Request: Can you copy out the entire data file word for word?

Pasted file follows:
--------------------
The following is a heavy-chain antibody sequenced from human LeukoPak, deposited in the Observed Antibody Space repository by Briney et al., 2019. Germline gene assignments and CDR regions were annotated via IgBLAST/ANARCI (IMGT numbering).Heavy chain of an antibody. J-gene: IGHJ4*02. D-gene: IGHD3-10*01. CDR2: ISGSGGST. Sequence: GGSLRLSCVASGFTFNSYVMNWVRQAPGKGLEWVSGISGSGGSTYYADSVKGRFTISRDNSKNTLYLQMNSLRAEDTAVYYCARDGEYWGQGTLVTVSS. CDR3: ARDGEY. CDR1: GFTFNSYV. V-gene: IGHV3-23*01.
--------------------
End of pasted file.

The following is a heavy-chain antibody sequenced from human LeukoPak, deposited in the Observed Antibody Space repository by Briney et al., 2019. Germline gene assignments and CDR regions were annotated via IgBLAST/ANARCI (IMGT numbering).Heavy chain of an antibody. J-gene: IGHJ4*02. D-gene: IGHD3-10*01. CDR2: ISGSGGST. Sequence: GGSLRLSCVASGFTFNSYVMNWVRQAPGKGLEWVSGISGSGGSTYYADSVKGRFTISRDNSKNTLYLQMNSLRAEDTAVYYCARDGEYWGQGTLVTVSS. CDR3: ARDGEY. CDR1: GFTFNSYV. V-gene: IGHV3-23*01.